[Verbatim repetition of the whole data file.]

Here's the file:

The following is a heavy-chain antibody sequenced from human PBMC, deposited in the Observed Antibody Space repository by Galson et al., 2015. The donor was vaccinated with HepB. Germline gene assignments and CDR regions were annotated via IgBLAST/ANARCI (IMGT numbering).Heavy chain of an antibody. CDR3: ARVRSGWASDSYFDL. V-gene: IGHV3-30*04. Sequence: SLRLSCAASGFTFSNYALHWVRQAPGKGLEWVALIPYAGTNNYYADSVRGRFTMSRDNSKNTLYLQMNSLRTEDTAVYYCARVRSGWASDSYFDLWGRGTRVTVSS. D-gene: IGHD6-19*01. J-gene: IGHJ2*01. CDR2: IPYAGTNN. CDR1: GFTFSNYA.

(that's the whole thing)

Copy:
The following is a heavy-chain antibody sequenced from human PBMC, deposited in the Observed Antibody Space repository by Galson et al., 2015. The donor was vaccinated with HepB. Germline gene assignments and CDR regions were annotated via IgBLAST/ANARCI (IMGT numbering).Heavy chain of an antibody. CDR3: ARVRSGWASDSYFDL. V-gene: IGHV3-30*04. Sequence: SLRLSCAASGFTFSNYALHWVRQAPGKGLEWVALIPYAGTNNYYADSVRGRFTMSRDNSKNTLYLQMNSLRTEDTAVYYCARVRSGWASDSYFDLWGRGTRVTVSS. D-gene: IGHD6-19*01. J-gene: IGHJ2*01. CDR2: IPYAGTNN. CDR1: GFTFSNYA.